Quick scan valorization research

The Advisory Council for Science and Technology Policy (further AWT) is currently preparing an advice on the use of public private partnerships (PPPs) in relation to focus and mass in the Dutch research infrastructure and valorisation of knowledge. In the Dutch context the role of PPPs is on the rise. PPPs seem to be increasingly perceived as solutions to derive at a less fragmented and more strategically pointed research infrastructure as well as a way to better exploit knowledge generated within the available knowledge infrastructure. However, PPPs are only one way to attain those policy goals and various other mechanisms or policy interventions are available that might be used as well.

In order to better understand to what degree PPPs can be used for realising focus and mass and valorisation AWT requested a consortium of Dialogic and Technopolis to perform a quick scan in eight selected European countries. The aim of this quick scan is twofold:

  1. Appreciate how and the degree to which a selection of comparable European countries are dealing with the process of focus and mass in and valorisation of scientific research.
  2. Gain insight into the role played by PPPs in these two processes in countries selected.

Some of the conclusions in the report are:

As to the STI frameworks it can be concluded that the institutional setting against which processes of focus and mass and valorisation takes place is complex and varies tremendously between countries (limiting possibilities for immediate cross country learning). Most countries show idiosyncrasies that affect the way in which they deal with focus and mass in and valorisation of research and the sort of policy measures taken. The country studies revealed that in most countries considerable policy efforts are aimed at focus and mass and valorisation. However, policy turbulence - i.e. policy discussion and new policy initiatives - does not necessarily lead to major changes at the level of institutions and research groups. Boosting excellence in research and/or valorisation is a long-winded process which is not helped by frequent changes, which may even affect policy coherence negatively.

Policy rationales for aiming at focus and mass and valorisation may overlap in practice. As a result the two phenomena are sometimes hard to differentiate and causality between focus and mass on the one hand and valorisation on the other hand is fuzzy and hard to pinpoint. In the last few years we witness a development where focus is used as an instrument to guide research into areas that are relevant for the national industry, and in that way increase opportunities for (national) valorisation.

The various country studies revealed that working on focus and mass in practice means introducing of new instruments, new institutions and funding channels more than redirecting the course of the steamship of research itself as this is a slow process which cannot be accomplished overnight.
Formulation of overall economy wide STI strategies are most productive if linked to the formulation of tactical and especially operational strategies at the lower levels. Especially the tactical level is important as this seem to be the level where country specific research portfolios on selected technologies and themes can be formulated and made operational. The notion of focus and mass applies to all levels involved (international/EU; national; regional; local/institutional; research unit). A careful balance between vertical (focus and mass across the levels) and horizontal (i.e. focus and mass at each level) coordination is needed. Too much (or too less) concentration at one level could lead to fragmentation at other levels. In terms of vertical coordination between the highest levels (i.e. EU and national STI policy) some countries seem to use these levers (compared to the Netherlands) more intensively to influence the national STI infrastructure and/or agenda or pro-actively influence the EU-agenda than other countries.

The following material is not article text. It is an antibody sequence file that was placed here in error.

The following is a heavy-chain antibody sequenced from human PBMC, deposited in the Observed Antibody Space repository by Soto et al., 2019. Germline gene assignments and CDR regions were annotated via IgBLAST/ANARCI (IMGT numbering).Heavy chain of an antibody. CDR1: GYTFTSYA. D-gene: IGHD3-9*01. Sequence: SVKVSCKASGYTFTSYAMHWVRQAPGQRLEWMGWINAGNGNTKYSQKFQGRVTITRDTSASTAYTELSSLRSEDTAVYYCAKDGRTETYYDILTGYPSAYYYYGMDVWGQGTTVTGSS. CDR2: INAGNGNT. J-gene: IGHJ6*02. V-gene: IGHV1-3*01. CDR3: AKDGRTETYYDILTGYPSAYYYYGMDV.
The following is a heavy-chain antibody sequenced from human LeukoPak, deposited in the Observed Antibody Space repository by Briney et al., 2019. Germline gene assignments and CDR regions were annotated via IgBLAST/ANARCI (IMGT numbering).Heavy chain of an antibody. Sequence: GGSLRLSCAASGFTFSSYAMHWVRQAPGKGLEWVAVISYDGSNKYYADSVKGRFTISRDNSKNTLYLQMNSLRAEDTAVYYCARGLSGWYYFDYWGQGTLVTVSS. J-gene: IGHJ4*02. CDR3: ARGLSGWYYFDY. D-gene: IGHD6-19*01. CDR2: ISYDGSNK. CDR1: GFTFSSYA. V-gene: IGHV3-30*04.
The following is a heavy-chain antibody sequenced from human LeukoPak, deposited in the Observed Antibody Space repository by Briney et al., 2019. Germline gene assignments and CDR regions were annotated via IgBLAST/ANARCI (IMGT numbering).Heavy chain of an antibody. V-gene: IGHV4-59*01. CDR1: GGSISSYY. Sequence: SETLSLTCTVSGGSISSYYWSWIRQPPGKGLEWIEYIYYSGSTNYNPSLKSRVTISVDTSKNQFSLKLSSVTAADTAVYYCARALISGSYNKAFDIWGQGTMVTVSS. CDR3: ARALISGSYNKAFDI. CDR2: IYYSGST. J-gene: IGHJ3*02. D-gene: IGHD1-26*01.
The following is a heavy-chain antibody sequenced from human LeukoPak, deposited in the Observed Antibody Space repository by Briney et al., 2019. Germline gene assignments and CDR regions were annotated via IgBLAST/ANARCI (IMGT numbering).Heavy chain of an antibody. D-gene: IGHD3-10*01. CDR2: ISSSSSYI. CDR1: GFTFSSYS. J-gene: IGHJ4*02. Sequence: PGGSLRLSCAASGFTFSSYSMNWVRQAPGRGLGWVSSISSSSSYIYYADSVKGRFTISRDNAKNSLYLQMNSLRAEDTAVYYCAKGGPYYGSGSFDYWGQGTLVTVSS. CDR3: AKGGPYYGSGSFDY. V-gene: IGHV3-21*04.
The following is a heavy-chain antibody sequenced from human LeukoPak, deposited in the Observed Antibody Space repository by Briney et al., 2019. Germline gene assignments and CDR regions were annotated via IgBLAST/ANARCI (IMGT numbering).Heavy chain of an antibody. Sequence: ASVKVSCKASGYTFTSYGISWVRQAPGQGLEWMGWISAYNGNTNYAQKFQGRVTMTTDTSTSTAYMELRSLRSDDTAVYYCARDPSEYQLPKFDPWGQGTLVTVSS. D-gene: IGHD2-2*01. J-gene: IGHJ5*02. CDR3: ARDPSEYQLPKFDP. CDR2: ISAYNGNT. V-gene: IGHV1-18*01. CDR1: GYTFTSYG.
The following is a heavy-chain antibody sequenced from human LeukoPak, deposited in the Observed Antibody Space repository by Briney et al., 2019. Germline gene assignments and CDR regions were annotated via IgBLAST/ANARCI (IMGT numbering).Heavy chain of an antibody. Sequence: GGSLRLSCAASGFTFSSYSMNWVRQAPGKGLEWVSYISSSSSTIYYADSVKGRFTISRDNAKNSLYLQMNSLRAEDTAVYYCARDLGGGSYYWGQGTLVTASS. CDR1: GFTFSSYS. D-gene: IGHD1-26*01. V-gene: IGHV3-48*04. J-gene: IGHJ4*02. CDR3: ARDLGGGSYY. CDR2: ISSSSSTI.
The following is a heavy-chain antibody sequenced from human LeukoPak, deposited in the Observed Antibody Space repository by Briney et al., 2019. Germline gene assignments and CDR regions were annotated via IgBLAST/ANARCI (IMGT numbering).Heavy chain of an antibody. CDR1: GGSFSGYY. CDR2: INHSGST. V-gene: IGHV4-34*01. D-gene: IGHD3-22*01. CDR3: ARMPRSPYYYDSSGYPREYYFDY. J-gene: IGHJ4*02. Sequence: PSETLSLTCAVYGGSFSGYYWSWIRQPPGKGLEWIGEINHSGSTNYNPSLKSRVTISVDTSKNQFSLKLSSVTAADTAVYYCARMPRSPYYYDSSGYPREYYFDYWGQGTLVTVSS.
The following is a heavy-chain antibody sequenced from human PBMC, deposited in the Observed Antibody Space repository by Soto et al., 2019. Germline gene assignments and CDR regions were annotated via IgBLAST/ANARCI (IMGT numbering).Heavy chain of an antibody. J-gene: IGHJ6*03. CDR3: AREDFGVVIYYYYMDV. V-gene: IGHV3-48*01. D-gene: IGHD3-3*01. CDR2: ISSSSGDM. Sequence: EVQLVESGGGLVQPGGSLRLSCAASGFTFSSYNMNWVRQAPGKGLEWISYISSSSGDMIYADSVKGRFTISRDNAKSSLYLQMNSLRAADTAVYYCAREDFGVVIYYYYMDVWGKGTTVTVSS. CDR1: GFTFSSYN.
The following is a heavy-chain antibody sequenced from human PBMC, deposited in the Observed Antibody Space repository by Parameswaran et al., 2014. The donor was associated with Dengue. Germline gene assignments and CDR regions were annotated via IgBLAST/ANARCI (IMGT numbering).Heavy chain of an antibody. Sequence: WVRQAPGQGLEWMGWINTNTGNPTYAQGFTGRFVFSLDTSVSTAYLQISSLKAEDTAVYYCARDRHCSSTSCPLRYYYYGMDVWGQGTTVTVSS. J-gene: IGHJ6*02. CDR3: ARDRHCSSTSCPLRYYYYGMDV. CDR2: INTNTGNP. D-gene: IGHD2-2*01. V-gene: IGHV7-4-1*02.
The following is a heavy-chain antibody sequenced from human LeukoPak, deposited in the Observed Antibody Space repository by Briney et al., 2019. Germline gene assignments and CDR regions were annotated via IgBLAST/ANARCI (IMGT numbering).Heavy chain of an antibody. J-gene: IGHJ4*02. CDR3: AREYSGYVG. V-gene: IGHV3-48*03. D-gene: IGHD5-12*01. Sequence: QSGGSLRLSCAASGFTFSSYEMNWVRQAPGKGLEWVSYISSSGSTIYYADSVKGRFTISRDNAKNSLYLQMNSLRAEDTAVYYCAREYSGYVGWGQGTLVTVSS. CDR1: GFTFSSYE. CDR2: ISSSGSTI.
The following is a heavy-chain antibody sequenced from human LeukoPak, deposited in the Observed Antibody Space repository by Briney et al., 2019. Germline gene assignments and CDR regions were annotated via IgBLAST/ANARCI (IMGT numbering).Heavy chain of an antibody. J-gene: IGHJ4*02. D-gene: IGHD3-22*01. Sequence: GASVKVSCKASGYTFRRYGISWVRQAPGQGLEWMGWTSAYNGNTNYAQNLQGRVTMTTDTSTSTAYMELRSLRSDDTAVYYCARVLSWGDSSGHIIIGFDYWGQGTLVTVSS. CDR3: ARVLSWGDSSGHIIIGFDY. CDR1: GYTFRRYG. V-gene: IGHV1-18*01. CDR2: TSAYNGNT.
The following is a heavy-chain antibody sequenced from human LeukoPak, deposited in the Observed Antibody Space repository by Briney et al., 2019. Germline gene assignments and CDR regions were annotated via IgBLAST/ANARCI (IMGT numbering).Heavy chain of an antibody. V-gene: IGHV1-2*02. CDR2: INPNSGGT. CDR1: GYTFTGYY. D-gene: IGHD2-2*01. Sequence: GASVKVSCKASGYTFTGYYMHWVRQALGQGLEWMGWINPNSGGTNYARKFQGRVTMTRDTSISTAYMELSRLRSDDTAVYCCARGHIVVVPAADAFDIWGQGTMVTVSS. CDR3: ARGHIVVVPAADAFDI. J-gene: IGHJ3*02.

Valorisation is increasingly part and parcel of standing policy. There are numerous policy instrument to arrive at and/or improve valorisation, ranging from stimulation collaboration between universities and private firms, stimulation entrepreneurship, creating spin-offs, merging GRI with universities, revising the mission of universities, changing funding criteria (i.e. changing in regulation and instrumentation) and so on. Especially the instrument of improving valorisation via - light tough - regulation is often underestimated. On the contrary, the importance (and frequency) of formal partnerships between universities and firms (usually involving PPP-constructions) in valorisation policy seems to be overestimated. However, similar to adjusting funding streams, the striving for valorisation is often embodied in new (types of) institutions
Apart from the well-known economic motivation for spurring valorisation, attention for societal valorisation is on the rise. There appears to be a trend across the board to put more emphasis on broader societal goals in STI policy (e.g., aging, social cohesion, sustainability etc.). leading to an upsurge of social sciences in applied research and a call for more multidisciplinary research.

  • Publication number
    2006.053-0702
  • Publication date
    15 January 2007
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  • Project ID
    2006.053
  • Commissioned by
    AWT
interested in this topic? Get in touch with Pim den Hertog
Senior partner / senior adviseur